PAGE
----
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Issue: Issue 3 (2016) – Supplement 1


Relapsing-remitting facial palsy and brachial plexopathy caused by HSV-1

K. Alstadhaug, H. Kvarenes, J. Prytz, and C. Vedeler
The etiologies of Bell’s palsy and brachial neuritis remain uncertain, and the conditions rarely co-occur or reoccur. Here we present a woman in her twenties who had several relapsing-remitting episodes with left-sided facial palsy and brachial neuropathy. The episodes always started with painful left-sided oral blisters. Repeat PCRs HSV-1 DNA from oral vesicular lesions were positive. Extensive screening did not reveal any other underlying cause. Except a mannose-binding lectin (MBL) deficiency, a congenital complement deficiency that is frequently found in the general Caucasian population, no other immunodeficiency was demonstrated in our patient. In vitro resistance to acyclovir was tested negative (IC50 ? 2 ?g/ml), but despite prophylactic treatment with the drug in high doses, relapses recurred. However, the stereotype neurological symptoms, confined to the same anatomical areas during each episode, and with short latency of the HSV-1 reactivation, favors a local infectious neuropathy. Findings on MRI T2-weighted brachial plexus STIR images, using a 3.0-Tesla scanner during an episode, were compatible with brachial plexus neuritis. To our knowledge, this is the first ever reported documentation of relapsing-remitting facial and rachial plexus neuritis caused by HSV-1.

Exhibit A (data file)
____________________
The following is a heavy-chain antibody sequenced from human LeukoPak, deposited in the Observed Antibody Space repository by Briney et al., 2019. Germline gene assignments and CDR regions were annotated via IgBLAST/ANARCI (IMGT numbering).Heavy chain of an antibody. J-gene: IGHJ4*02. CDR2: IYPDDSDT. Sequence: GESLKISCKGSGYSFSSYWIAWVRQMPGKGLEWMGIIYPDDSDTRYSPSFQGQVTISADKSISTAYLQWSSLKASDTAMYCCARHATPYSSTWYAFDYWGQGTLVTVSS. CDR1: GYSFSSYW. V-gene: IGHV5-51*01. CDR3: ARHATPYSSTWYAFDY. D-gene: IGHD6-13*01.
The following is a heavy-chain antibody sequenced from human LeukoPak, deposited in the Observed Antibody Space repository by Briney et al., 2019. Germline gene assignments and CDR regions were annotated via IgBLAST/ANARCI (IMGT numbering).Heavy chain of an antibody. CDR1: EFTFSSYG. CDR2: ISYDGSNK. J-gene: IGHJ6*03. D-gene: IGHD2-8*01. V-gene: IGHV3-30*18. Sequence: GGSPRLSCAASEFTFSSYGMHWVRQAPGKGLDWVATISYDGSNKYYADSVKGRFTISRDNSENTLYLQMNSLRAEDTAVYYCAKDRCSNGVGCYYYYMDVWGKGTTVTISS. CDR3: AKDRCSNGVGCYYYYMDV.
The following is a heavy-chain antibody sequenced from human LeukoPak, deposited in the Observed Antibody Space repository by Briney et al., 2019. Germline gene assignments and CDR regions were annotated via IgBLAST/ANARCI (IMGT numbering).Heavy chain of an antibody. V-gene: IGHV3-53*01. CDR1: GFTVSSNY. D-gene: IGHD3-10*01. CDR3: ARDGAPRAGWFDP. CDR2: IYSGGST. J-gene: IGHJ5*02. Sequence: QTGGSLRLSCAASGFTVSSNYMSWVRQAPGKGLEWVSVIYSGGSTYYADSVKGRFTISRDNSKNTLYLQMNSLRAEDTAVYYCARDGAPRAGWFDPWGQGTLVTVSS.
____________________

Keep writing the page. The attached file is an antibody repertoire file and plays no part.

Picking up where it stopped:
Special Issue on Controversies in Neurology. From the 10th World Congress on Controversies in Neurology (CONy), Lisbon, Portugal. 17–20 March 2016.

International Journal of Clinical Neurosciences and Mental Health 2016; 3(Suppl. 1):P122
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